The Greatest Leonardo

It’s probably written somewhere that nobody should return from the Louvre without making some noises about the Mona Lisa, aka Portrait of Lisa Gherardini, wife of Francesco del Giocondo. The painting was acquired by Francis the First, aka the Father and Restorer of Letters, aka François au Grand Nez. The Big Nose is probably the French ruler one is supposed to be familiar with besides Louis XIV and Napoleon. Basically, he’s the daddy of the well-justified snootiness the French are famous and loved for. He invited Leonardo to France, and one of the paintings he brought with him was the one that now acts as the main tourist magnet of the Louvre.

The problem with the painting, first, is this:

Unlike on the second floor where you can find some alone-time with a number of famous paintings, the hall where this one hangs is always packed full. And there’s probably no time of the day when it’s cleared of the hoards who come to see it from all over the world. A nice security guard lady led me to Morrison’s grave and let me snoop around for a while on my own as the Père-Lachaise was closing down, but I bet nothing like this would ever happen with Da Vinci’s masterpiece.

Second, it’s very small and it is impossible to have a good look at it with those horrible railings around it. The thing to do is to walk around it and then brag about seeing the thing in the flesh. Or wood, as it may be. This is how it looks from behind:

Source: Wikipedia

You can’t actually see the back at the museum, but you can’t really see much else either. Pictures of the picture are much better. For instance, you do not get to see the great sfumato effect Leonardo made famous and which is the single-word answer to the mystery of that mysterious smile on site, because the painting is very dark and, again, very far away. You can get the effect from close-ups, though. Mind you, the security is probably warranted due to all sorts of madmen and deluded iconoclasts roaming the halls.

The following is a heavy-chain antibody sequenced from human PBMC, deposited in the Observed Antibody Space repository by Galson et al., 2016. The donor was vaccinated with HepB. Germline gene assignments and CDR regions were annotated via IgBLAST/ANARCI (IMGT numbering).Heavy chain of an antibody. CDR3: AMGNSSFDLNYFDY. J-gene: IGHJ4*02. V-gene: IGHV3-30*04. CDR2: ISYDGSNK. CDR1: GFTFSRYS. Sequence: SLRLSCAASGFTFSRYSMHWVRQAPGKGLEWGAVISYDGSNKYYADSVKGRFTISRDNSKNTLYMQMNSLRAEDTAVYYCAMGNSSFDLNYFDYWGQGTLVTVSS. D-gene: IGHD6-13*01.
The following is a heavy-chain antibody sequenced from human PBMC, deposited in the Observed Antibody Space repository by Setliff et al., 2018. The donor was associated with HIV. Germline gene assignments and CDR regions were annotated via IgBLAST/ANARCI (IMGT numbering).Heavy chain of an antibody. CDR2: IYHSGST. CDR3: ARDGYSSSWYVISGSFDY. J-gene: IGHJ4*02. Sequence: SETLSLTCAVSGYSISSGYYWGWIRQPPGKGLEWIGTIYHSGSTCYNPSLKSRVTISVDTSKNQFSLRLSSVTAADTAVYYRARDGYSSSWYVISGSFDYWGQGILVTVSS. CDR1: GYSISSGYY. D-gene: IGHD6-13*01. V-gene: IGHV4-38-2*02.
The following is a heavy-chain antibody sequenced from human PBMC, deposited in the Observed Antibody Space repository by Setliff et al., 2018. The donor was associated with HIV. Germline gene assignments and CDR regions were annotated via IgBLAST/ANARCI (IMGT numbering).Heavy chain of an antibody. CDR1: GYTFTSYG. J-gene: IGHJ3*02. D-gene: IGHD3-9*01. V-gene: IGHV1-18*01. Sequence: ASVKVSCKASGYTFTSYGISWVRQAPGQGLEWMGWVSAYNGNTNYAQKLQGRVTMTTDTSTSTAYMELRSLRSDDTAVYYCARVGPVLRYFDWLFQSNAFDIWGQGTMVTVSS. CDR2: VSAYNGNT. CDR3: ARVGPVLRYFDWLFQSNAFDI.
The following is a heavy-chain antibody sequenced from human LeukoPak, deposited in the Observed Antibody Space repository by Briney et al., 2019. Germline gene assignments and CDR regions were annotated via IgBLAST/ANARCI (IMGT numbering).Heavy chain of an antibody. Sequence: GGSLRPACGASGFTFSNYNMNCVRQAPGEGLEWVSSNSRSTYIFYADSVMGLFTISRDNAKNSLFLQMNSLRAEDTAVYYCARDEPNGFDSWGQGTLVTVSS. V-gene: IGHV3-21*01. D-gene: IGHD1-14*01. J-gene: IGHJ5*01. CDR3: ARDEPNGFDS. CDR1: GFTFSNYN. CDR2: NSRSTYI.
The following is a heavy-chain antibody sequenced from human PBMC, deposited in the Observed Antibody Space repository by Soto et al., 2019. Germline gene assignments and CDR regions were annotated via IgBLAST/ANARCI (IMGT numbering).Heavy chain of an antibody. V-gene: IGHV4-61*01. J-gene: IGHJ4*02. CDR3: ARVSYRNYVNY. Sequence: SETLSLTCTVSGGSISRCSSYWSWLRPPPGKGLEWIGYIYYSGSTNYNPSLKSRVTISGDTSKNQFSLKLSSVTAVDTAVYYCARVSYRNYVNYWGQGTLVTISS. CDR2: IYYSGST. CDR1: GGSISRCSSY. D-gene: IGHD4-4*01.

One of the other paintings Leonardo brought with him to France was his St. John the Baptist and it is much easier to approach.

Source: Wikipedia

Wikipedia tells me that this painting was finished during a time when the High Renaissance, the climax of human artistic achievements that left Rome and Florence sticky with masterpieces, was morphing into what is known as Mannerism. Mannerism is a topic that cannot be breached here, because something very complicated happened in the evolution of the arts when it was created. I suppose a hint of it can be seen in the exaggerated gesture of St. John, painted on walnut; he is looking at you saying: “Yeah, it’s this thing again.” His smile is close to the Mona Lisa, but it’s a religious picture and it seems somehow inappropriate. The figure is leaning to you from a deep darkness, smiling invitingly, and if there’s one thing inappropriate in religion it’s looking at the enigmatic smiles of young nude men beckoning you to join them.

His symbolic gesture is there as almost an ironic prop that empties the signal of its gravity, and that’s something that might lead us on a path that leads to the sources of Mannerism. In fact, this picture Leonardo painted in later life might be a source in more than one sense of the word: the gesture is copied by later artists and the way it is presented is copied, meaning that the way its symbolic significance is almost detached from its original context — salvation through baptism, through Christ and for Christ — makes it a relatively complicated motif that leads us to all things abstract in art. If this is true Leonardo is indeed the greatest painter in the Louvre and this his greatest work.

2 Responses to “The Greatest Leonardo”


  1. 1 Moon Under Water January 30, 2012 at 22:48

    I must revisit The Louvre some day – I can confess to Mona Lisa giddiness and the same disappointment at the end of the search through the museum. That St. John The Baptist painting is mesmerising.

    My most recent post actually deals directly with the Mona Lisa issue too, if you’d like to have a look (http://moonunderwater.org/2012/01/30/sixteen-years-for-fifteen-seconds/)


  1. 1 Art in Paris « nonvisedvoce Trackback on January 30, 2012 at 22:38

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